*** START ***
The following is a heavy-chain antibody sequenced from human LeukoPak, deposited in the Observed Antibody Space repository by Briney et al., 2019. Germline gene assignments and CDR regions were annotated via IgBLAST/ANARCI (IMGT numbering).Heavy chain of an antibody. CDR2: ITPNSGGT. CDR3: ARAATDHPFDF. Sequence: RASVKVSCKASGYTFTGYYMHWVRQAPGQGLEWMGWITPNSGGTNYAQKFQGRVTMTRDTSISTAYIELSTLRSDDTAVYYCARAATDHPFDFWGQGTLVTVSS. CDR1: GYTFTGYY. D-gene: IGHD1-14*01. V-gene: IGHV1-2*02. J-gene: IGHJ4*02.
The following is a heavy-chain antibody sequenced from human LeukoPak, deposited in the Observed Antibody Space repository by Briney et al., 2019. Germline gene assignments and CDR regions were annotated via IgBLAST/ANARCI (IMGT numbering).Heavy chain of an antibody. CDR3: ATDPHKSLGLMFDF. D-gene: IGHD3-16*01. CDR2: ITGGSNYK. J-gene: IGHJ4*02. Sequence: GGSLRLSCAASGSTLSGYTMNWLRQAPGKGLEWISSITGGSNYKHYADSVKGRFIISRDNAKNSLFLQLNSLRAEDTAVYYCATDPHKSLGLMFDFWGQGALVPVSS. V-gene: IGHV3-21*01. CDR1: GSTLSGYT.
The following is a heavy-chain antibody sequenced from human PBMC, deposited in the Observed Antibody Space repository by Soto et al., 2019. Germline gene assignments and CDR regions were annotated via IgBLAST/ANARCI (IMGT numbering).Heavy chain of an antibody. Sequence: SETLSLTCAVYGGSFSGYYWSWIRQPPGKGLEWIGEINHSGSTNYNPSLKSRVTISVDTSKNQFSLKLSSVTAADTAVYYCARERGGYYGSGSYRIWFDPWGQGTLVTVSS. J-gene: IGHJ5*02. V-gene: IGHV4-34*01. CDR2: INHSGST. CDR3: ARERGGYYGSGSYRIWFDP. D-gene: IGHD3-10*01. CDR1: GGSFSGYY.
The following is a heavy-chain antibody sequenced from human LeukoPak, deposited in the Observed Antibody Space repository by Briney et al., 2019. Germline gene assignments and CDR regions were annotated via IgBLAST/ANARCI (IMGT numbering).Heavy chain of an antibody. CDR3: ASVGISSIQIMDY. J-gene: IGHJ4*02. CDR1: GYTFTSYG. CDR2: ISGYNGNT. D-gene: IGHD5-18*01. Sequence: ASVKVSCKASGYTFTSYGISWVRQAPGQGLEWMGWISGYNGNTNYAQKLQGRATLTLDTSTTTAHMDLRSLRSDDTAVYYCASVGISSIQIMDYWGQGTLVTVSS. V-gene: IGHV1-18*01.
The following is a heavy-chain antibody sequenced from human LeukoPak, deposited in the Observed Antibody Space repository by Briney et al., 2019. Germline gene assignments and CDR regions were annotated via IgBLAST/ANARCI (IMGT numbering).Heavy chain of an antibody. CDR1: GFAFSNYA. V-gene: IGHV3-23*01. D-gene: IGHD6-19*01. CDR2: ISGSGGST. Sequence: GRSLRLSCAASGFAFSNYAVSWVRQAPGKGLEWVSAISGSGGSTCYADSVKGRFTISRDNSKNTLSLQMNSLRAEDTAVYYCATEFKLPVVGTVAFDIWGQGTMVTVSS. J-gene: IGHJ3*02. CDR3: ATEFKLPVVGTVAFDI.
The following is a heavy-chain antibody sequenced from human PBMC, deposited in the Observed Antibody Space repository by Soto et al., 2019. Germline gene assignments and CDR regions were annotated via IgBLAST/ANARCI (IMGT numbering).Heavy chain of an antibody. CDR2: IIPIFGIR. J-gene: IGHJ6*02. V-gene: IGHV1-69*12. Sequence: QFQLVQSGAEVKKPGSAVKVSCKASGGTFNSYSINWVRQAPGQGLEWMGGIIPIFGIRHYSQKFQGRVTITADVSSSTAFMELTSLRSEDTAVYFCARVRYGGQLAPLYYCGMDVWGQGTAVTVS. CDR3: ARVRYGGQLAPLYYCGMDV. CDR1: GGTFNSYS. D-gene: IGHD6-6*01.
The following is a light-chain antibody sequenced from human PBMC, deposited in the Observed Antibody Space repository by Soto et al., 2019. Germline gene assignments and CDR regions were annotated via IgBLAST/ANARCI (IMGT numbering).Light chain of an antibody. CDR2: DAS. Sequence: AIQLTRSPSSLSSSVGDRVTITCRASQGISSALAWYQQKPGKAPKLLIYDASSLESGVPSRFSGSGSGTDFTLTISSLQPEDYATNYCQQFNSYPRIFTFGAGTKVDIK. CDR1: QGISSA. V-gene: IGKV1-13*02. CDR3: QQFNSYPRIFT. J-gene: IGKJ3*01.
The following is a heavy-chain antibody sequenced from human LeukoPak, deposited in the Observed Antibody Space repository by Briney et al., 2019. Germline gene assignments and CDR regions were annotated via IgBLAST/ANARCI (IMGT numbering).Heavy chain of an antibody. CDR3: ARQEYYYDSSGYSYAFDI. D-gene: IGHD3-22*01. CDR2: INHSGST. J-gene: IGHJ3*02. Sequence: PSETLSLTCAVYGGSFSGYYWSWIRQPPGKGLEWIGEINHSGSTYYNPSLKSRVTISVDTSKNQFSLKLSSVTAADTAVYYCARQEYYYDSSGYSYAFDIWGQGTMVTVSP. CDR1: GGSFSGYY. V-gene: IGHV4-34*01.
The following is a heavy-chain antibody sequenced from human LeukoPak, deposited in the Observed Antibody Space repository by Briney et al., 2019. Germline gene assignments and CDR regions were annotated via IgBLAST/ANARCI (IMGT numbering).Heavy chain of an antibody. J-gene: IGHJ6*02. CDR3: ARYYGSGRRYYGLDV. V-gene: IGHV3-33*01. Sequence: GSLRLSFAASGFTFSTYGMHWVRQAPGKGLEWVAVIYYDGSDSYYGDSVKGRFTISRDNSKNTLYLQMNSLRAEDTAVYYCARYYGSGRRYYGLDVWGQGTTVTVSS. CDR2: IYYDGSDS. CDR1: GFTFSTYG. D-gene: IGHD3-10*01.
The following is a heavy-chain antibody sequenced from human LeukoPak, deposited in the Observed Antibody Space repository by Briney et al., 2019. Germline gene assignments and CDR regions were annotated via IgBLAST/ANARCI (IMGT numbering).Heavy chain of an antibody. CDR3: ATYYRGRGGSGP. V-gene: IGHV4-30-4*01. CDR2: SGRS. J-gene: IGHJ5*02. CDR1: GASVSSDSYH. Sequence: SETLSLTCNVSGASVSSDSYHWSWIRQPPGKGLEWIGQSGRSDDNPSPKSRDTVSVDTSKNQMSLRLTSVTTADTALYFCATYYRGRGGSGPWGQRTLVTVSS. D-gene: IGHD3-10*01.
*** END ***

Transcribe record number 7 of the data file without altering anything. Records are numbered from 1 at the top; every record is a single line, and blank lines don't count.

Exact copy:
The following is a light-chain antibody sequenced from human PBMC, deposited in the Observed Antibody Space repository by Soto et al., 2019. Germline gene assignments and CDR regions were annotated via IgBLAST/ANARCI (IMGT numbering).Light chain of an antibody. CDR2: DAS. Sequence: AIQLTRSPSSLSSSVGDRVTITCRASQGISSALAWYQQKPGKAPKLLIYDASSLESGVPSRFSGSGSGTDFTLTISSLQPEDYATNYCQQFNSYPRIFTFGAGTKVDIK. CDR1: QGISSA. V-gene: IGKV1-13*02. CDR3: QQFNSYPRIFT. J-gene: IGKJ3*01.